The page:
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This article is about autoionization of a single atom or molecule in atomic physics. For molecular autoionization by reaction of two identical molecules (a different process studied in solution chemistry), see Molecular autoionization.

Autoionization is a process by which atoms or molecules spontaneously emit one of the shell electrons, thus going from a state with charge Z to a state with charge Z + 1, for example from an electrically neutral state to a singly ionized state.[1]

Atoms can autoionize when either two or more valence electrons are excited or one or more inner-shell electrons are missing. In the latter case, it is called the Auger effect. Molecules, in addition, can experience vibrational autoionization.[2]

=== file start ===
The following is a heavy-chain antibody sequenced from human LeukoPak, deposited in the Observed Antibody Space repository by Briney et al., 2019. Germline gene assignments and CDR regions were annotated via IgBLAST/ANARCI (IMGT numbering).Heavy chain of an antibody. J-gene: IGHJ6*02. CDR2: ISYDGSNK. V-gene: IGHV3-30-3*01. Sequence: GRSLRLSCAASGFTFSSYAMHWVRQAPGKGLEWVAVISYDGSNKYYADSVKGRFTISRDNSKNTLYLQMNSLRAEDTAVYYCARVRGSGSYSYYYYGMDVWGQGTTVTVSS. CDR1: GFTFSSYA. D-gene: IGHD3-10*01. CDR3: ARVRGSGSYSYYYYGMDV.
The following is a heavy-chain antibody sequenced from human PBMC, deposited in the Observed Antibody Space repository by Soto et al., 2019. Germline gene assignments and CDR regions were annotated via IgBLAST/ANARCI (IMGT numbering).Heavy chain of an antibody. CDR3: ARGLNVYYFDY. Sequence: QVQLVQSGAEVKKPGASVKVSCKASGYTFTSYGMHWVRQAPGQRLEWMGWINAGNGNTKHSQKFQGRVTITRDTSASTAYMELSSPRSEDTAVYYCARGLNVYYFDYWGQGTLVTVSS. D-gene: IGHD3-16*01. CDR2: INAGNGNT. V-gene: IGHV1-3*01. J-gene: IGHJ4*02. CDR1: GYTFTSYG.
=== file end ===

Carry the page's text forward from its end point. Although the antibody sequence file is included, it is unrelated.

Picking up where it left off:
Autoionizing states are usually short-lived, and thus can be described as resonances rather than normal bound states.

See also[edit]


  1. ^ IUPAC, Compendium of Chemical Terminology, 2nd ed. (the "Gold Book") (1997). Online corrected version:  (2006–) "auto-ionization".
  2. ^ Pratt, S.T. (2005), "Vibrational Autoionization in Polyatomic Molecules1", Annual Review of Physical Chemistry 56 (1): 281, Bibcode:2005ARPC...56..281P, doi:10.1146/annurev.physchem.56.092503.141204, PMID 15796702